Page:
This International Women’s Day, get to know just some of the women who are part of the Legislative Council, playing an important role in the making and passing of New South Wales legislation, and in holding the Government to account
Established by the UN, the theme for International Women’s Day 2021 (March 8) is Women in leadership. This aligns closely with this year’s session of the intergovernmental Commission on the Status of Women (March 15 to 26), which centres around women’s full and active participation and decision-making in public life.
And when it comes to public life in New South Wales? Holding a role within the Legislative Council – where legislative decisions are made and government activities are scrutinised – is a pretty important position to have.
WOMEN IN THE LEGISLATIVE COUNCIL
In 1931, the first two women were appointed to NSW’s Legislative Council – Mrs Catherine Green and Mrs Ellen Webster. Since then, a further 57 women have been part of the Council.
In the current make-up of the Upper House, while women represent just under a third of members, they hold positions including Government Whip, Deputy Leader of the Government and Deputy Leader of the Opposition in the Legislative Council. The Council’s female members are also very active across the Upper House committees, which are responsible for conducting inquiries into important issues. For example, five of the seven portfolio committees currently have women as their chair or deputy chair.
Outside of the parliamentary members, six out of the Legislative Council’s 11 managers and senior managers are women, including the Clerk Assistant – Procedure and the position of Usher of the Black Rod, which is the most senior protocol position within the Council.
IN THEIR OWN WORDS
This International Women’s Day, here’s what some of the women who make up the Legislative Council have to say about leadership, equality and getting the job done.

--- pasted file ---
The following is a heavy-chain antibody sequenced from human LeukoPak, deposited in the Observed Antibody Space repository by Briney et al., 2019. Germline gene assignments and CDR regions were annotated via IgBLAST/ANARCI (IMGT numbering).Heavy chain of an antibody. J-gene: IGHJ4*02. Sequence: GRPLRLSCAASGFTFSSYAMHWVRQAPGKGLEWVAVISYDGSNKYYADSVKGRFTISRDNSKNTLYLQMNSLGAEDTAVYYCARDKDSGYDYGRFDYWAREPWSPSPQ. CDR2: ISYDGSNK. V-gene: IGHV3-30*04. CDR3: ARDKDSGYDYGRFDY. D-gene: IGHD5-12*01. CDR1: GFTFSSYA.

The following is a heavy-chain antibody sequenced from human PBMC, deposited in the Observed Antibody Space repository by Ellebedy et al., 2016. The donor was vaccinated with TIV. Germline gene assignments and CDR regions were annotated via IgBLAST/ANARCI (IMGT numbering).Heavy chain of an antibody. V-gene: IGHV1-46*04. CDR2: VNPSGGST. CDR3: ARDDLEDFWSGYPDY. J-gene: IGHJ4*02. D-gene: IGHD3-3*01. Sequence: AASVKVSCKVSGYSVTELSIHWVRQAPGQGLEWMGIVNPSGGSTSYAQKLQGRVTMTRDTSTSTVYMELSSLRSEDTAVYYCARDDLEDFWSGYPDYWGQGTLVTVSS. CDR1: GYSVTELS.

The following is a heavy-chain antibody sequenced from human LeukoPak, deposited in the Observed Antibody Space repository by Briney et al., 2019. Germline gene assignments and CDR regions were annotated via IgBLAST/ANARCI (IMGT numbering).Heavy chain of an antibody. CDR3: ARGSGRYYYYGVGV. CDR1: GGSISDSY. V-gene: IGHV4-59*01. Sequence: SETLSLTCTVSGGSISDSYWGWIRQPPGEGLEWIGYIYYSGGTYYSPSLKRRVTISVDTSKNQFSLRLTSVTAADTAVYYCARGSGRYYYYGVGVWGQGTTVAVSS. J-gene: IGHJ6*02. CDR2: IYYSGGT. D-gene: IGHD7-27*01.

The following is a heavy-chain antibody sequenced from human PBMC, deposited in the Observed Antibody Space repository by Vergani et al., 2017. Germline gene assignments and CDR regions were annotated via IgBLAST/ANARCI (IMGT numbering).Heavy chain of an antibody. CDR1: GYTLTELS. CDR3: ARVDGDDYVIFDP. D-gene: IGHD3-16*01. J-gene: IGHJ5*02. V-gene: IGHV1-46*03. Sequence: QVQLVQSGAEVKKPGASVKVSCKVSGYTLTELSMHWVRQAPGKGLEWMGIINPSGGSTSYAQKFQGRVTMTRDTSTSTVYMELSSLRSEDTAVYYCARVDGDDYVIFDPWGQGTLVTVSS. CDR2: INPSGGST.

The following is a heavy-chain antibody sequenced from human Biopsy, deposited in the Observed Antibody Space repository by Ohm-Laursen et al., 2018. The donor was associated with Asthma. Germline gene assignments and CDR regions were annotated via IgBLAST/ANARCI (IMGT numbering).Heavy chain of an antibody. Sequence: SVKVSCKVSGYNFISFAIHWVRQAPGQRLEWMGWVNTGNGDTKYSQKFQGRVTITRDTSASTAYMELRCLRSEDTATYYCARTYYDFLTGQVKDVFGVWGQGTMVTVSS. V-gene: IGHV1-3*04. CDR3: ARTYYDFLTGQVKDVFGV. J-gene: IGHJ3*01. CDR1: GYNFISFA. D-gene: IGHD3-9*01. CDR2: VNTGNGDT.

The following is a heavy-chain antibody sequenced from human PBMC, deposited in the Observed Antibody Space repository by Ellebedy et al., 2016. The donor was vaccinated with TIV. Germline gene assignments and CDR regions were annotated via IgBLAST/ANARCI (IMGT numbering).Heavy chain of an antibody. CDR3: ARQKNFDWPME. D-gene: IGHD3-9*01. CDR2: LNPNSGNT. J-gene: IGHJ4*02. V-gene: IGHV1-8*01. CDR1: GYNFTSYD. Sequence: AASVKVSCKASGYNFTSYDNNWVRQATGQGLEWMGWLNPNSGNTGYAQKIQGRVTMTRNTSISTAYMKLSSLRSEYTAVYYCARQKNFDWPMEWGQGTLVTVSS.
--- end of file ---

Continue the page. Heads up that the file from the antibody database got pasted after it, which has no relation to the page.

THINKING ON WAYS TO CONTRIBUTE
“I begin every International Women’s Day reflecting on earlier feminists who started the changes which opened so many doors for us today. I wonder how can I contribute, and what is my role in continuing the momentum? Today’s leadership challenges concern complex cultural changes in organisations that feel threatened by women’s voices. So how to better work together, how to help men understand (because they don’t), and how to be the change I want to see are my International Women’s Day resolutions for the year ahead.” — The Hon. Catherine Cusack
MAKING A DIFFERENCE THROUGH POLICY
“One of my proudest achievements so far has been securing ground-breaking new domestic and family violence reforms for victim-survivors and animals escaping violence. These reforms recognise the link between animal abuse and domestic violence, and that animals can be used as a form of intimidation in domestic violence. They also provide resources to overcome many of the barriers faced by survivors, and ensure animals are now explicitly listed on Apprehended Domestic Violence Orders. Critically, we also secured a grant to help fund refuge centres to upgrade so they can accommodate animals and keep family units together.” — The Hon. Emma Hurst
THERE’S MORE WORK TO BE DONE
“You can’t be what you can’t see. Women should be no less represented in places like the Legislative Council than they are in society. It’s vital that women have a real presence in these institutions. One huge challenge for us now is diversifying the representation of women in politics – there are quite a lot of straight, white women, but where are the Indigenous women? The women with a disability? The LGBTI+ women? The women from immigrant backgrounds, and working class backgrounds? We need to continually work to break down these barriers and allow all women to participate in politics.” — The Hon. Rose Jackson
LEADING THE WAY